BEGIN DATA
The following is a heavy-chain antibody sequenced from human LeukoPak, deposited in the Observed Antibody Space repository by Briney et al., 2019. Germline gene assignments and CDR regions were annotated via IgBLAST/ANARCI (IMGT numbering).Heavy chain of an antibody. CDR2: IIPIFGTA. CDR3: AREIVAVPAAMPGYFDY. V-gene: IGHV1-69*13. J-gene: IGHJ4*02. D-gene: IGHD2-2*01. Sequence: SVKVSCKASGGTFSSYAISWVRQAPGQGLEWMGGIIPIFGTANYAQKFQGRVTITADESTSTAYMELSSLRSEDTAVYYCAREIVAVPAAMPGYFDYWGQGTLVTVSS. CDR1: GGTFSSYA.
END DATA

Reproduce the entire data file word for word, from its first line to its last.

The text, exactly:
The following is a heavy-chain antibody sequenced from human LeukoPak, deposited in the Observed Antibody Space repository by Briney et al., 2019. Germline gene assignments and CDR regions were annotated via IgBLAST/ANARCI (IMGT numbering).Heavy chain of an antibody. CDR2: IIPIFGTA. CDR3: AREIVAVPAAMPGYFDY. V-gene: IGHV1-69*13. J-gene: IGHJ4*02. D-gene: IGHD2-2*01. Sequence: SVKVSCKASGGTFSSYAISWVRQAPGQGLEWMGGIIPIFGTANYAQKFQGRVTITADESTSTAYMELSSLRSEDTAVYYCAREIVAVPAAMPGYFDYWGQGTLVTVSS. CDR1: GGTFSSYA.